By thinking strategically, and having the goal of preventing a corporation from doing business, its not all that hard to bring it down.

A corporation is a vulnerable thing.  It can’t work without electricity, internet, phone connections, transport systems, workers, and money.  If the supply of any one of these things is cut off, business stops.

By refusing to acknowledge the underlying causes of population growth, the debate on population is feeding and breeding the metaphorical elephants it so loves to talk about.

What I see is an overpopulation of elephants in the room.


4 responses to this post.

  1. Good post Kim. Perhaps not the most profound but the most telling thing you said concerning the current situation is: “It isn’t possible for a government that exists within the paradigm of economic growth to effectively address the issue of population.”. Very true. So where does that leave us?

    I have said elsewhere that at least 6 out of 7 people alive now need to die, and fairly soon. Your statements appear to imply that more than that proportion need to go but I have enough faith in the planet’s self-recovery ability to believe that a pre-industrial population level would be able to live in harmony with the ecosystem, providing they don’t have the means to progress technologically beyond the level that folk had at that time. We can still live comfortably, and even more happily, without any of the so called ‘advances’ of modern times.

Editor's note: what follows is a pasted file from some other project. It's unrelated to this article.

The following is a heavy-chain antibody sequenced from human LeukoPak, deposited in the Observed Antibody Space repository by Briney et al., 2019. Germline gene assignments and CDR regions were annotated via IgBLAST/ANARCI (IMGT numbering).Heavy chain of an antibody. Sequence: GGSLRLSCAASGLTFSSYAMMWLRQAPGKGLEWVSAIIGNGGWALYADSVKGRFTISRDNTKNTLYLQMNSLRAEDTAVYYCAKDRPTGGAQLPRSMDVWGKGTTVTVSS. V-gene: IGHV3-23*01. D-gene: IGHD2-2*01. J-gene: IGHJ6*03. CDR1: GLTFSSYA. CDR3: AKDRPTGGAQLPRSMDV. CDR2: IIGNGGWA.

How are we going to get to that state? Again, I have faith in nature to look after the details, aided by our own blind folly and greed.


  2. Many are dying as we speak, 5000 children die every day due to deprivation, 200 species disappearing every day etc. etc.. You say more people need to die than that. Humans are part of nature, I think we need many of us to restore our planetary systems, I can’t think of anyone who is not of some value. We are part of the planet figuring out self-recovery. There is evidence that the planet is headed for 10 billion people, it is likely to level off there, so we need to create systems that are sustainable and regenerative. Why should we insist it is impossible to do if we haven tried?


  3. Reblogged this on The DeepGreen Blog and commented:
    “The civilization that most humans currently live in is not a sustainable habitat”


  4. […] Editor’s Note: Originally published March 7, 2013 on Stories of Creative Ecology […]